The Swiss pres­i­dent, Pas­cal Couchepin, announc­ing the destruc­tion of the files last month, said: “There were detailed con­struc­tion plans for nuclear weapons, for gas ultra­cen­trifuges to enrich weapons-grade ura­nium as well as for guided mis­sile deliv­ery systems.”

Albright found the blue­prints included designs for a com­pact war­head that could fit on Pyongyang’s medium-range Nodong rock­ets as well as on the Iran­ian Shahab-III missile.

Five years ago a boat­load of uranium-enrichment equip­ment des­tined for Libya was inter­cepted by US and British intel­li­gence, and Libya’s leader, Colonel Muam­mar Qadafy aban­doned his illicit nuclear project. That devel­op­ment led to the expo­sure of the Khan net­work: when CIA and MI6 agents exam­ined the Libyan mate­r­ial they found designs, sup­plied by the Khan net­work, for an older, larger, and sim­pler nuclear bomb of Chi­nese vin­tage. The designs were put under IAEA seal and taken to the US.

The new designs, run­ning to hun­dreds of pages, were found in 2006 when the Swiss man­aged to break the codes on the Tin­ner com­put­ers. Also that year, a Ger­man court heard tes­ti­mony claim­ing Tin­ner had told inves­ti­ga­tors he had nuclear bomb con­struc­tion plans at his office in east­ern Switzer­land. The designs were in dig­i­tal form and believed to have been copied on to the network’s com­put­ers in Dubai, which served as the hub for the Khan operations.

The tes­ti­mony sur­faced at the trial in Ger­many of Got­thard Lerch, a Ger­man engi­neer also alleged to have played a cen­tral role in the Khan net­work. The trial was quickly halted because of pro­ce­dural irreg­u­lar­i­ties, but Lerch was put back on trial last week in Stuttgart and evi­dence from the Tin­ner inves­ti­ga­tion is likely to be used in the case.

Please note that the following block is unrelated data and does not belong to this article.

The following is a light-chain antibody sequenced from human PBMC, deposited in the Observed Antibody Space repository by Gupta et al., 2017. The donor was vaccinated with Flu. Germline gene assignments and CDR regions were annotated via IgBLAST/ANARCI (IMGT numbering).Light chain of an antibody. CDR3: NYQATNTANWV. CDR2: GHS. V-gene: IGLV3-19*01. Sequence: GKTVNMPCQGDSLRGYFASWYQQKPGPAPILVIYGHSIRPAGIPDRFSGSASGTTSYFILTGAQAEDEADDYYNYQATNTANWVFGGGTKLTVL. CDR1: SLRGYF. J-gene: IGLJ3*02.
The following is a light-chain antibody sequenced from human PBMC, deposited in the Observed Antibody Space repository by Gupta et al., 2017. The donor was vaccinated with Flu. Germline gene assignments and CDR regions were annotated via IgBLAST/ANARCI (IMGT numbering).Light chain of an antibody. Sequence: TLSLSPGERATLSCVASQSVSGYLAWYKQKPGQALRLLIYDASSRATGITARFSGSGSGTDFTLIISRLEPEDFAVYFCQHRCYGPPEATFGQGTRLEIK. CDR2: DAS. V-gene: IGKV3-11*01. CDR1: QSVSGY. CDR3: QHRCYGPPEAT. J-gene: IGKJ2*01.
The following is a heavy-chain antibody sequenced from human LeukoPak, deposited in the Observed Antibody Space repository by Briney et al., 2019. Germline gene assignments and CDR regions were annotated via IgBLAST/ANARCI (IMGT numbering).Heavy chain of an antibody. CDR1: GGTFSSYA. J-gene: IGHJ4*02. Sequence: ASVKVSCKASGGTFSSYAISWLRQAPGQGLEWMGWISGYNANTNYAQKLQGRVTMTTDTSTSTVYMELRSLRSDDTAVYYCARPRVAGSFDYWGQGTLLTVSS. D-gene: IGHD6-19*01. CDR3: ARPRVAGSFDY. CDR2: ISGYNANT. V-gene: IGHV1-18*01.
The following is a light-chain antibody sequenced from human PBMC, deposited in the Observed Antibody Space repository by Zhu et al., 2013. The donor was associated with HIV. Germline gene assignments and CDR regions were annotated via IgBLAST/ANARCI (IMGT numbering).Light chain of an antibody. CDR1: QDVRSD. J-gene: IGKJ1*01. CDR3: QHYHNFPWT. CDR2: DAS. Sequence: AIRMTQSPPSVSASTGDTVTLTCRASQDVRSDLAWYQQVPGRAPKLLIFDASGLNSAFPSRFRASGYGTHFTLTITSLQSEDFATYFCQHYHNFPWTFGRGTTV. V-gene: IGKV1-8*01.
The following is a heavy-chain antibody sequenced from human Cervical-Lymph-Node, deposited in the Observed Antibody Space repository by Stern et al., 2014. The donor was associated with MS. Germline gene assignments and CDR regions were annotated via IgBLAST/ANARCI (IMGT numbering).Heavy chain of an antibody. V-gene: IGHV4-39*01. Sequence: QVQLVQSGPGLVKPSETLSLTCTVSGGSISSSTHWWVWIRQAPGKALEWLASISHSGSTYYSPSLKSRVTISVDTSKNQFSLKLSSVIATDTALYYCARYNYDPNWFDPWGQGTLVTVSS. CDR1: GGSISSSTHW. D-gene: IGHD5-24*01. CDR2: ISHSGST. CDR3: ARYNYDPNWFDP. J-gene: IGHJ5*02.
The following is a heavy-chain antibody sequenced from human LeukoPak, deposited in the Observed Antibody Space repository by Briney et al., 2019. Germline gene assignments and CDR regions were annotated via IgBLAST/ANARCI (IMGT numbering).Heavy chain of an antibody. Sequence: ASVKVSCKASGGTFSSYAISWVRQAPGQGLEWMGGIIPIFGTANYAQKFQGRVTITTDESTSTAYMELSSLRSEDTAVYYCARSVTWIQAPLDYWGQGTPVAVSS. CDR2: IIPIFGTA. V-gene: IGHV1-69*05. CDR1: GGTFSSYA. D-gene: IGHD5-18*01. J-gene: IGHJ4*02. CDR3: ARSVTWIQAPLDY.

The Swiss told the IAEA and the Amer­i­cans about their find in 2006. Offi­cials from the Vienna agency and Wash­ing­ton super­vised the recent destruc­tion of the Swiss files.

But an expert on the nuclear net­work, Mark Fitz­patrick, of the Inter­na­tional Insti­tute for Strate­gic Stud­ies, said he was cer­tain copies of the blue­print had been made and that no one knew where they were.

Accord­ing to Albright, the advanced weapons design is sim­i­lar to a Pak­istani bomb design. Khan has been under house arrest in Islam­abad since “con­fess­ing” in 2004, though there are moves to get him released. The sci­en­tist is seen as a national hero in Pakistan.

In his first inter­view with the west­ern media last month, Khan told the Guardian his con­fes­sion was not gen­uine; he specif­i­cally men­tioned the Swiss case to empha­sise how easy it would be for any coun­try to sat­isfy its nuclear bomb ambitions.

Inter­na­tional inter­ro­ga­tion of Khan might clar­ify the prove­nance and where­abouts of the new bomb blue­print, but the Pak­ista­nis have refused the US and the IAEA inves­ti­ga­tors access to Khan.